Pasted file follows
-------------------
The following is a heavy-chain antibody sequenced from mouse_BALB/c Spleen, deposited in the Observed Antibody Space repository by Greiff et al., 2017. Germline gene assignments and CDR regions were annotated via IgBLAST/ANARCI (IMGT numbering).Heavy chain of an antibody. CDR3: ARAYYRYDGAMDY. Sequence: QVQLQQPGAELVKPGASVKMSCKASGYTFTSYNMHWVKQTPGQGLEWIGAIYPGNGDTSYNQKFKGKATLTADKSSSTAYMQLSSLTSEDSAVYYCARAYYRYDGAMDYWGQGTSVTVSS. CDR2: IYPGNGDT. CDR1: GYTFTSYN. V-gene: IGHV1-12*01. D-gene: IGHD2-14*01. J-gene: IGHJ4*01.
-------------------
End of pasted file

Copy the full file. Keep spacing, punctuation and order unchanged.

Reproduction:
The following is a heavy-chain antibody sequenced from mouse_BALB/c Spleen, deposited in the Observed Antibody Space repository by Greiff et al., 2017. Germline gene assignments and CDR regions were annotated via IgBLAST/ANARCI (IMGT numbering).Heavy chain of an antibody. CDR3: ARAYYRYDGAMDY. Sequence: QVQLQQPGAELVKPGASVKMSCKASGYTFTSYNMHWVKQTPGQGLEWIGAIYPGNGDTSYNQKFKGKATLTADKSSSTAYMQLSSLTSEDSAVYYCARAYYRYDGAMDYWGQGTSVTVSS. CDR2: IYPGNGDT. CDR1: GYTFTSYN. V-gene: IGHV1-12*01. D-gene: IGHD2-14*01. J-gene: IGHJ4*01.